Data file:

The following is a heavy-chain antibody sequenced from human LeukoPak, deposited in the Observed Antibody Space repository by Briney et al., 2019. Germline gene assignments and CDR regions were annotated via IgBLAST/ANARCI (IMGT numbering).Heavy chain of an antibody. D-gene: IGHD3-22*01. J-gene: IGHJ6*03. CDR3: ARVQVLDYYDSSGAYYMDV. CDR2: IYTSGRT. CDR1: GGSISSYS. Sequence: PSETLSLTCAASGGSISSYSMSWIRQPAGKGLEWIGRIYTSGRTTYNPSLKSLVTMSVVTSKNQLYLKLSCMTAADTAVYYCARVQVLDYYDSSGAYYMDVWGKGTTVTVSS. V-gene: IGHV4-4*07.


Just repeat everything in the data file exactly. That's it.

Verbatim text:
The following is a heavy-chain antibody sequenced from human LeukoPak, deposited in the Observed Antibody Space repository by Briney et al., 2019. Germline gene assignments and CDR regions were annotated via IgBLAST/ANARCI (IMGT numbering).Heavy chain of an antibody. D-gene: IGHD3-22*01. J-gene: IGHJ6*03. CDR3: ARVQVLDYYDSSGAYYMDV. CDR2: IYTSGRT. CDR1: GGSISSYS. Sequence: PSETLSLTCAASGGSISSYSMSWIRQPAGKGLEWIGRIYTSGRTTYNPSLKSLVTMSVVTSKNQLYLKLSCMTAADTAVYYCARVQVLDYYDSSGAYYMDVWGKGTTVTVSS. V-gene: IGHV4-4*07.